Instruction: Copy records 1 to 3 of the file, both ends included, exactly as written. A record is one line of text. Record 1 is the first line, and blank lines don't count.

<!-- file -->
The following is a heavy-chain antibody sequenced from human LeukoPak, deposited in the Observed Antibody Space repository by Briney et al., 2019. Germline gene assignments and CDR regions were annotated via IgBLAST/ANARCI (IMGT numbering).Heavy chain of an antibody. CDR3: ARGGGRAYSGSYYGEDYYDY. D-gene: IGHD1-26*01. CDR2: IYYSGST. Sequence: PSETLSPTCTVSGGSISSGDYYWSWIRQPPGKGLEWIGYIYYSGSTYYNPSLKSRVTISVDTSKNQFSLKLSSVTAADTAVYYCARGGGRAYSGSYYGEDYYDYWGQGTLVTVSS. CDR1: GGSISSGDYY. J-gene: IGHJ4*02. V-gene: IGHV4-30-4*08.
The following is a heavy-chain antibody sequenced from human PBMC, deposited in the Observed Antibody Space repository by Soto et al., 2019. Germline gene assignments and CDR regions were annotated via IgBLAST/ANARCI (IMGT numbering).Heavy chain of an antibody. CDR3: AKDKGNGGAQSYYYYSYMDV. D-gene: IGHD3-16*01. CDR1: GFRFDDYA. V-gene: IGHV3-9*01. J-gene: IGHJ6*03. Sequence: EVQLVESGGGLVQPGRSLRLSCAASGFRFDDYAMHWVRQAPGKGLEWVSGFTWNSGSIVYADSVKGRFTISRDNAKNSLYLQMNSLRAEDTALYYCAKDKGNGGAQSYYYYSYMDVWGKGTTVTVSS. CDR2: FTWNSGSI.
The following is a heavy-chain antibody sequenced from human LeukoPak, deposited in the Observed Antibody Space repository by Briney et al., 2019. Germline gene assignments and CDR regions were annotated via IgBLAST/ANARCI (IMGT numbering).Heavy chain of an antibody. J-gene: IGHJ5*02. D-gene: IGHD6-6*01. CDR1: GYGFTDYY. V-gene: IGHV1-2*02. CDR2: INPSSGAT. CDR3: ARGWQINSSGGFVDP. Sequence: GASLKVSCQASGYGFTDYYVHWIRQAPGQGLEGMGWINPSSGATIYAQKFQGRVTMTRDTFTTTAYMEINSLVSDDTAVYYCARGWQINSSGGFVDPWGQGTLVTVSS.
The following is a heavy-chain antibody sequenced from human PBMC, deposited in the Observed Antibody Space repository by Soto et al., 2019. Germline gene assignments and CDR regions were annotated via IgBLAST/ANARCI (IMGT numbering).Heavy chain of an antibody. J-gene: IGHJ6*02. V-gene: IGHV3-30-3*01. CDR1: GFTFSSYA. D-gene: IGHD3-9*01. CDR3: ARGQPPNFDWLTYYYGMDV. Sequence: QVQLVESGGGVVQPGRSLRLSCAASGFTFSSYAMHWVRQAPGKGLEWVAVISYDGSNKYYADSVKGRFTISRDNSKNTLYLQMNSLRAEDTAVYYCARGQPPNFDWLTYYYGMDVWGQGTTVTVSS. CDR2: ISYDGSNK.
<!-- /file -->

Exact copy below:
The following is a heavy-chain antibody sequenced from human LeukoPak, deposited in the Observed Antibody Space repository by Briney et al., 2019. Germline gene assignments and CDR regions were annotated via IgBLAST/ANARCI (IMGT numbering).Heavy chain of an antibody. CDR3: ARGGGRAYSGSYYGEDYYDY. D-gene: IGHD1-26*01. CDR2: IYYSGST. Sequence: PSETLSPTCTVSGGSISSGDYYWSWIRQPPGKGLEWIGYIYYSGSTYYNPSLKSRVTISVDTSKNQFSLKLSSVTAADTAVYYCARGGGRAYSGSYYGEDYYDYWGQGTLVTVSS. CDR1: GGSISSGDYY. J-gene: IGHJ4*02. V-gene: IGHV4-30-4*08.
The following is a heavy-chain antibody sequenced from human PBMC, deposited in the Observed Antibody Space repository by Soto et al., 2019. Germline gene assignments and CDR regions were annotated via IgBLAST/ANARCI (IMGT numbering).Heavy chain of an antibody. CDR3: AKDKGNGGAQSYYYYSYMDV. D-gene: IGHD3-16*01. CDR1: GFRFDDYA. V-gene: IGHV3-9*01. J-gene: IGHJ6*03. Sequence: EVQLVESGGGLVQPGRSLRLSCAASGFRFDDYAMHWVRQAPGKGLEWVSGFTWNSGSIVYADSVKGRFTISRDNAKNSLYLQMNSLRAEDTALYYCAKDKGNGGAQSYYYYSYMDVWGKGTTVTVSS. CDR2: FTWNSGSI.
The following is a heavy-chain antibody sequenced from human LeukoPak, deposited in the Observed Antibody Space repository by Briney et al., 2019. Germline gene assignments and CDR regions were annotated via IgBLAST/ANARCI (IMGT numbering).Heavy chain of an antibody. J-gene: IGHJ5*02. D-gene: IGHD6-6*01. CDR1: GYGFTDYY. V-gene: IGHV1-2*02. CDR2: INPSSGAT. CDR3: ARGWQINSSGGFVDP. Sequence: GASLKVSCQASGYGFTDYYVHWIRQAPGQGLEGMGWINPSSGATIYAQKFQGRVTMTRDTFTTTAYMEINSLVSDDTAVYYCARGWQINSSGGFVDPWGQGTLVTVSS.